The case for a transparency revolution in bursaries

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£50 million is a lot to spend on something without being sure of its effectiveness. Yet according to OFFA’s recent ‘Access agreement monitoring for 2014-15: institutional evaluation and equality and diversity’ report, that’s the amount 21% of institutions are spending on financial support for students with no evaluation of its impact.

Furthermore, fewer than half of institutions analyse the effects of bursaries and other forms of financial support on access, retention and success rates of disadvantaged students. Many instead asked students participating in financial support schemes what they think about it. Unsurprisingly, they tend to see their own bursaries as ‘a good thing’.

Bursaries get mixed reviews

It should not be assumed that offering students what is essentially ‘free money’ automatically encourages them to apply to and stay on at university. Other OFFA research has suggested that financial support has little discernible effect on retention rates, and has recommended universities reapportion more money towards outreach activities instead. This has been backed by the Social Mobility and Child Poverty Commission, amongst others.

Outreach activities can also be tricky to evaluate, largely because of the difficulties of isolating the impact of specific activities amidst myriad other influences in a young person’s life and education. Yet there is ample evidence that – when delivered effectively – they can have a strong impact on poorer students’ aspirations and attainment.

One major problem with evaluating financial support is that the system has undergone so many changes in a relatively short space of time. In 2010, universities were required to offer bursaries to disadvantaged students that were a minimum of 10% of the tuition fees charged, yet this was removed when fees were tripled in 2012. We have also seen the introduction and then swift disappearance of the National Scholarship Programme, and now the replacement of maintenance grants with loans.

With that in mind, it is almost a surprise that the current system, where universities decide the amounts and criteria for the financial support they award, works as well as it does. In ‘Deserving poor? Are higher education bursaries going to the right students?’, Gillian Wyness of IOE claims that the current system is efficient at supporting the brightest, poorest students, who normally receive the most. However, Wyness also claims that this is largely due to ‘accident than design’ and that bursaries can exacerbate inequalities. For example, the most disadvantaged students can receive up to £6,000 per year at Imperial College London, compared to £500 at Liverpool John Moores University.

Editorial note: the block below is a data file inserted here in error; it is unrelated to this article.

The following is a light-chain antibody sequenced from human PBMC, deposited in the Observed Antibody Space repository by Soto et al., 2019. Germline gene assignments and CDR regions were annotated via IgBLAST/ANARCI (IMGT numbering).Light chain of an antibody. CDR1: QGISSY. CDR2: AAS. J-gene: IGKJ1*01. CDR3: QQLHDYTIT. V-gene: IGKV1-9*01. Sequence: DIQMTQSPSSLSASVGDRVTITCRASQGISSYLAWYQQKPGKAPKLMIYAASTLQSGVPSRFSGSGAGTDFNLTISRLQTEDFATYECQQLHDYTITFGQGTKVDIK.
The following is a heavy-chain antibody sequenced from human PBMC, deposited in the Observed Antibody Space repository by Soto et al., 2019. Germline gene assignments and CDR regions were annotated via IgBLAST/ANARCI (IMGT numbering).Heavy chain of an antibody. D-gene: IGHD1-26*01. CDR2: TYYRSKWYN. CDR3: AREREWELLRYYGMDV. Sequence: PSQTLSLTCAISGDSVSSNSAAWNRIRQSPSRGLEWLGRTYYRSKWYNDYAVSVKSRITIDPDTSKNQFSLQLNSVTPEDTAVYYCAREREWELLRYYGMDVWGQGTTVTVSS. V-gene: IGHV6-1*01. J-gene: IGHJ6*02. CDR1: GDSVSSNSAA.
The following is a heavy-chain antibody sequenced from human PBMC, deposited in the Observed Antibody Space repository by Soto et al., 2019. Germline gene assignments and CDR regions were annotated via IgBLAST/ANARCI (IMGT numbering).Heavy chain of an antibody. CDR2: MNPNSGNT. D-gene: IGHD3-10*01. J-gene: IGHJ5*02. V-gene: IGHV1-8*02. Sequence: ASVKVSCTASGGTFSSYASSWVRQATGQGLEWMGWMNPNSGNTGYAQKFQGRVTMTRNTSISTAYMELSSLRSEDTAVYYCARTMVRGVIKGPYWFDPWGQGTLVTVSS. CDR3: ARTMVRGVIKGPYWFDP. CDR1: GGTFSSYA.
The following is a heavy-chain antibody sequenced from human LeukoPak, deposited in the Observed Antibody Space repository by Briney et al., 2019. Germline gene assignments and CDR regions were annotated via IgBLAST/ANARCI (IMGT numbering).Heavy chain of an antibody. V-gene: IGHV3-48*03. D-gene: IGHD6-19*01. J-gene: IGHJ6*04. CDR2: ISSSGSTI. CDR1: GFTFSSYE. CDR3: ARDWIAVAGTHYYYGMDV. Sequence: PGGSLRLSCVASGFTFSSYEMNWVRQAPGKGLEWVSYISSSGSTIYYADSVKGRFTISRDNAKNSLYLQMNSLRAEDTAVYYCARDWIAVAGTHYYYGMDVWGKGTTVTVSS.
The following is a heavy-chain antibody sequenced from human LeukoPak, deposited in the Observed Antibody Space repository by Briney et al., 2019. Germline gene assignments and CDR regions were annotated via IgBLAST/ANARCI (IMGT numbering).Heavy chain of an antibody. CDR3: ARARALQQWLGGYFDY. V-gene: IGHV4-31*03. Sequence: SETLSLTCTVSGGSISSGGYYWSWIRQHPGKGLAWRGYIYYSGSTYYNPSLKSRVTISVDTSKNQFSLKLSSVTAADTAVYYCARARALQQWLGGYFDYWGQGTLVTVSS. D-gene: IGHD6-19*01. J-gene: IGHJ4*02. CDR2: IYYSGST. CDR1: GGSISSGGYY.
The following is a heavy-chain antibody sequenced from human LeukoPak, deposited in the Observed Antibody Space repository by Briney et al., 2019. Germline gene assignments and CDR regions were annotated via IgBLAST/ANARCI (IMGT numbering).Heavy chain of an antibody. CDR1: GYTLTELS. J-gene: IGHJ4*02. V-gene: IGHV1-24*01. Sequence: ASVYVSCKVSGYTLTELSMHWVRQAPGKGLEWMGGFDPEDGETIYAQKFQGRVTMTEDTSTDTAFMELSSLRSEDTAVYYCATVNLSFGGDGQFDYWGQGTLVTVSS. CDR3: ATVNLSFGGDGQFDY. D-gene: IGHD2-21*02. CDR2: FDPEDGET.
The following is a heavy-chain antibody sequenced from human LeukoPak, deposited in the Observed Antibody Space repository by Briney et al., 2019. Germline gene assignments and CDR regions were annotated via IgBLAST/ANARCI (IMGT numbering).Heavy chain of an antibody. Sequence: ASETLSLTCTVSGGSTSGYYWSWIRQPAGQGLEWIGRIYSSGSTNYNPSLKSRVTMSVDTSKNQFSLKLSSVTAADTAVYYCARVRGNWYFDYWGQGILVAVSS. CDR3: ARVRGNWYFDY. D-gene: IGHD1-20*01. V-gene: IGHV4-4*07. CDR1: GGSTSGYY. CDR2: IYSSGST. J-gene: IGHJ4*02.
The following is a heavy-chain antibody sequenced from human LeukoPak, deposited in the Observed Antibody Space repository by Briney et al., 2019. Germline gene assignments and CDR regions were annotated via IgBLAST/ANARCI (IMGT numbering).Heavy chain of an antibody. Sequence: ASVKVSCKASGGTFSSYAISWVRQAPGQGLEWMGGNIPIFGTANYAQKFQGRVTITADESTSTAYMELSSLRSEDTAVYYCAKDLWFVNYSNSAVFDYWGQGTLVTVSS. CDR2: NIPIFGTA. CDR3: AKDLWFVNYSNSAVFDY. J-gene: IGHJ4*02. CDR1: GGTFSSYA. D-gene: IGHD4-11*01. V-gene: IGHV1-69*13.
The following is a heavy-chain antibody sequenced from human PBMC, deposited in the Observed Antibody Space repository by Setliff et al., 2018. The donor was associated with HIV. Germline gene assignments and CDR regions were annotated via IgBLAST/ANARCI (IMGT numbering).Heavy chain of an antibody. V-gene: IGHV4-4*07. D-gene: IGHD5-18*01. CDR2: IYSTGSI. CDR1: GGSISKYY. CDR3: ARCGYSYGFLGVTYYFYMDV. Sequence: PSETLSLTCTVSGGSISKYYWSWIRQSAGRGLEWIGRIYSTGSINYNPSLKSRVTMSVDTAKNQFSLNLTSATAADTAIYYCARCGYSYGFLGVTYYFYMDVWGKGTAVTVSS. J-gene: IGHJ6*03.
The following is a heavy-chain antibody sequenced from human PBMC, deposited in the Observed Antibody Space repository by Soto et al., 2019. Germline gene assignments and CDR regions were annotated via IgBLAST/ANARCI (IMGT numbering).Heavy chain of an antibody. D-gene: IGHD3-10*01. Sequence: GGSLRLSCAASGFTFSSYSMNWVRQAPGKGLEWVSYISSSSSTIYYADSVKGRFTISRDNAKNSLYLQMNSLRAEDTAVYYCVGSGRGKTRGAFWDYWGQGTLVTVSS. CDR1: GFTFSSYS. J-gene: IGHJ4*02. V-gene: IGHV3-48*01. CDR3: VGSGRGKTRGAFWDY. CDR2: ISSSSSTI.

Seeing the wood for the trees

If financial support provision is confusing for professional researchers and universities to comprehend, what hope do the young people it’s aimed at have? Especially given more changes in the student finance system are about to be introduced: from the aforementioned abolition of maintenance grants, to the increase in tuition fees tied to the Teaching Excellence Framework.

A consultation with some young people from low socio-economic backgrounds supported on Brightside’s mentoring schemes has shown that there is widespread confusion about the type of financial support available. Applicants struggle to understand the differences between bursaries, scholarships and fee waivers, to work out who is eligible, how – or if – you have to apply, and whether the money is repayable or not.

Most applicants report confusion about where to look for information about financial support – if they were even aware about it – and felt overwhelmed by having to trawl through different sources: university websites, UCAS, The Student Room and gov.uk amongst other places. One commented that it was almost like universities were “hiding this information away” as if “bursaries had some kind of stigma” because “they didn’t want poor students taking their money”.

That such perceptions exist at all should encourage universities to think hard about how information on financial support is presented. They should also note that many students said the financial support on offer was a big factor in deciding where to apply.

The government needs to explicitly incorporate information on financial support as part its plans for greater transparency in the sector and commit to such changes during the passage of the Higher Education and Research Bill. Universities should also properly evaluate their financial support, and publish the results as open data, so independent observers can evaluate whether financial support really is worth the vast sums being spent on it.

It is also essential to help students better understand this information. Ensuring universities include more specific details of their financial support in the Key Information Sets and Unistats would be a good start. In future, we would recommend a website which would allow students to compare exactly what they could get at different universities and on different courses based on their parental income and other criteria. It is currently much easier to the information you need when booking a holiday or buying a car, and these are much less momentous decisions than deciding whether or not to go to university. There might be debate about the impact of financial support on disadvantaged young people’s choices on whether and where to study, but one thing is clear: it’s not going to be effective if students can’t find out about the financial support on offer.

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